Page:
Before we get into the details of URLs, let's go over a few basic principles:
First and foremost: make sure to not mislead your visitors with your URLs. The last thing you want is for someone to click on a link and end up at an unexpected page. For example, if you're having trouble with customer service, then /support or /contact will be more helpful than /tickets .
More important than making your site search engine friendly (more about that later) is making it user-friendly (and even human-friendly). First off, don’t include file extensions in the path—this makes it hard for people who are used to just typing in domain names without file extensions. Also, don’t include leading slashes ( / ) in the path, regardless of the OS—for example, http://www.tutsplus.com is much easier to type than http://www.tutsplus.com/ .
Secondly, keep your URLs short and sweet for easy typing. You don't want people mis-typing your URLs all the time. For instance, you probably wouldn’t want to have a long URL like this: http://www.tutsplus.com/articles/news/deface-a-section-of-your-website-withnginx/. Stick with just letters and numbers if possible—that way you can even use it as part of your email address when posting comments on other sites.
Finally, try to make your URLs as readable as possible. This is especially important for content-heavy sites where people will be typing in a lot of URLs—for example, if someone sends you a link to the page I’ve written about using WordPress tags , it would be nice if you could quickly tell what the post was about just from the URL: http://www.tutsplus.com/tutorials/wordpress/use-tags . Even though that extra info isn't technically part of the URL itself, it's still something that can affect your search engine rankings and how people perceive your site. That's why it makes sense to give every page its own unique title (which I'll get into next).
With those guidelines in mind, let’s move onto the most important question: what do we put into our URLs?
The first thing you need to figure out is how many levels of hierarchy your site has. For example, here on Tuts+ we have two main sections—articles and videos . Each one of these sections has several sub-categories (such as WordPress , design , photography , etc.) while each category has its own set of pages. This means that there are three levels of hierarchy for articles : home , articles , and tutorials . Notice that we can use the homepage as a link to each level of pages on the site.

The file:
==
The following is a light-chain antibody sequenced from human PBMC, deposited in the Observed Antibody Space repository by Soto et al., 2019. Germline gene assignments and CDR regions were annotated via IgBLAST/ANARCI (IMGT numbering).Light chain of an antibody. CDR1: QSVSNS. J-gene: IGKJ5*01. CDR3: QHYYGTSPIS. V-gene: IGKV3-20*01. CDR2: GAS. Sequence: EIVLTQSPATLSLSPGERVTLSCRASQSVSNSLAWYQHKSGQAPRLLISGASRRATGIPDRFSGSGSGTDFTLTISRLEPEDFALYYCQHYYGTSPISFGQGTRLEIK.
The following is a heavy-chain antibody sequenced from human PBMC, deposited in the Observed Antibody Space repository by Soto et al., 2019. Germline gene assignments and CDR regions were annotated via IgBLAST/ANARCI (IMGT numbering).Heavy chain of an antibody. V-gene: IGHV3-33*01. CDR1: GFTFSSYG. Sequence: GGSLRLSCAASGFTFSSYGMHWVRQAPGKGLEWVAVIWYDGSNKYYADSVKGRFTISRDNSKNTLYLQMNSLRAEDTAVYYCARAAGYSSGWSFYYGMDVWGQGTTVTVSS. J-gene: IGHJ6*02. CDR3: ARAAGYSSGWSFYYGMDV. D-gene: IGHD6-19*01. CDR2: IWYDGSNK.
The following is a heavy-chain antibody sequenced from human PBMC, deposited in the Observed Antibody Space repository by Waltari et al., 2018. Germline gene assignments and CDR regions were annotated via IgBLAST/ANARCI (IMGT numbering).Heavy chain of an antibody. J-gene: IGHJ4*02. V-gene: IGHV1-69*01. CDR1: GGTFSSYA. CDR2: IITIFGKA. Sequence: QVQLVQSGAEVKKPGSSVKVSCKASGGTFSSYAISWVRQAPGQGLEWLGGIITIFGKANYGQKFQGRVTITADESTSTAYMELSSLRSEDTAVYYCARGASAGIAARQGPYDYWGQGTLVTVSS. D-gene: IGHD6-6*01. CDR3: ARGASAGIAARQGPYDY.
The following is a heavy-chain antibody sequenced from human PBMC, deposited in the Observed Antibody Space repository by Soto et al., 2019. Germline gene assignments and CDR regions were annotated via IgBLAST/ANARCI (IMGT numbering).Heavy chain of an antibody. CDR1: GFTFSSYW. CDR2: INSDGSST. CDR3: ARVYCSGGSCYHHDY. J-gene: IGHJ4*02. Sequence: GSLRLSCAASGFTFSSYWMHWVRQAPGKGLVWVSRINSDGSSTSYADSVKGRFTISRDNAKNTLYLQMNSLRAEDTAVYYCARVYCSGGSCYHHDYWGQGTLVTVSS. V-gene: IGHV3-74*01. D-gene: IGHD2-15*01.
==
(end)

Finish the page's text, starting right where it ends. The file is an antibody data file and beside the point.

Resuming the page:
For SEO purposes, you don’t want to go any lower than three levels. Google and most other search engines won't be able to properly index pages that deep, which means it’s a good idea to have your main sections at the top level. To get this to work, you need to rely on the Title element in the <head> of each page—more on that in a bit.
What about URLs for single pages? Let’s say we wanted to add an About Us page under articles .
Now, whenever we link to this page from elsewhere on the site (or if someone types in the URL), it's clear what's being discussed since it includes the main section of our site. By having a unique URL for each page of your website, you can help search engines better determine what that page is about. Once you have your hierarchy set up, it’s time to start writing the URL for each page of your site.
First off, let's get rid of the file extension—call it .html or .php , but not .html.php , since people tend to associate the HTML extension with the browser. Once you get rid of it, you'll probably notice that something looks a little off. Even if you removed the .html extension, all your URLs will still be http://www.tutsplus.com/articles/home/about-us.html , which means that you'll have to add some type of directory structure after the domain name.
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